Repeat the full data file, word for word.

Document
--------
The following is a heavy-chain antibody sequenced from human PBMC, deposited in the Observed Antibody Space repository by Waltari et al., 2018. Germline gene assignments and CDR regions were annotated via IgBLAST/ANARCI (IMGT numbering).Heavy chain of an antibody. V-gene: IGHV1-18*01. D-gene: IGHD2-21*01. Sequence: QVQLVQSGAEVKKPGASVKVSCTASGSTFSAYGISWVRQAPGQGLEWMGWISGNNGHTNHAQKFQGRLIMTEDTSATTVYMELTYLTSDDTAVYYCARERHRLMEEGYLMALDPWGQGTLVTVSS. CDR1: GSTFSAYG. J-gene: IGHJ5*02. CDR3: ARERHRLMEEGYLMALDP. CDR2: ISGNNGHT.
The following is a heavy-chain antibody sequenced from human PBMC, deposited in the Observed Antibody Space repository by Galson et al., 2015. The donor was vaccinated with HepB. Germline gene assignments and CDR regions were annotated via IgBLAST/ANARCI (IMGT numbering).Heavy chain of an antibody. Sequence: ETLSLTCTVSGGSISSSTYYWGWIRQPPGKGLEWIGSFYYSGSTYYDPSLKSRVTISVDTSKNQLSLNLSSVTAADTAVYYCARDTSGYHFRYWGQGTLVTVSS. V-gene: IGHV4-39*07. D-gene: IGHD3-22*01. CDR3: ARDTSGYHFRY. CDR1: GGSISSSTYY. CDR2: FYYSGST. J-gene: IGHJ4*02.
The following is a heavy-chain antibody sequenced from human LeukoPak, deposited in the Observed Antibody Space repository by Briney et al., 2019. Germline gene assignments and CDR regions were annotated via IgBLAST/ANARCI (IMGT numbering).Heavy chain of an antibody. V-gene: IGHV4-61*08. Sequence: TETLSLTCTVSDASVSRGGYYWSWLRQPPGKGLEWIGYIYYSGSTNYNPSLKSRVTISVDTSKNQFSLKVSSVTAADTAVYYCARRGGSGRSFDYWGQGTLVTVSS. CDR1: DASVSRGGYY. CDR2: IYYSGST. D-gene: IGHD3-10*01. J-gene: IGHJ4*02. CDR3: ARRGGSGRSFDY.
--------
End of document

The following is a heavy-chain antibody sequenced from human PBMC, deposited in the Observed Antibody Space repository by Waltari et al., 2018. Germline gene assignments and CDR regions were annotated via IgBLAST/ANARCI (IMGT numbering).Heavy chain of an antibody. V-gene: IGHV1-18*01. D-gene: IGHD2-21*01. Sequence: QVQLVQSGAEVKKPGASVKVSCTASGSTFSAYGISWVRQAPGQGLEWMGWISGNNGHTNHAQKFQGRLIMTEDTSATTVYMELTYLTSDDTAVYYCARERHRLMEEGYLMALDPWGQGTLVTVSS. CDR1: GSTFSAYG. J-gene: IGHJ5*02. CDR3: ARERHRLMEEGYLMALDP. CDR2: ISGNNGHT.
The following is a heavy-chain antibody sequenced from human PBMC, deposited in the Observed Antibody Space repository by Galson et al., 2015. The donor was vaccinated with HepB. Germline gene assignments and CDR regions were annotated via IgBLAST/ANARCI (IMGT numbering).Heavy chain of an antibody. Sequence: ETLSLTCTVSGGSISSSTYYWGWIRQPPGKGLEWIGSFYYSGSTYYDPSLKSRVTISVDTSKNQLSLNLSSVTAADTAVYYCARDTSGYHFRYWGQGTLVTVSS. V-gene: IGHV4-39*07. D-gene: IGHD3-22*01. CDR3: ARDTSGYHFRY. CDR1: GGSISSSTYY. CDR2: FYYSGST. J-gene: IGHJ4*02.
The following is a heavy-chain antibody sequenced from human LeukoPak, deposited in the Observed Antibody Space repository by Briney et al., 2019. Germline gene assignments and CDR regions were annotated via IgBLAST/ANARCI (IMGT numbering).Heavy chain of an antibody. V-gene: IGHV4-61*08. Sequence: TETLSLTCTVSDASVSRGGYYWSWLRQPPGKGLEWIGYIYYSGSTNYNPSLKSRVTISVDTSKNQFSLKVSSVTAADTAVYYCARRGGSGRSFDYWGQGTLVTVSS. CDR1: DASVSRGGYY. CDR2: IYYSGST. D-gene: IGHD3-10*01. J-gene: IGHJ4*02. CDR3: ARRGGSGRSFDY.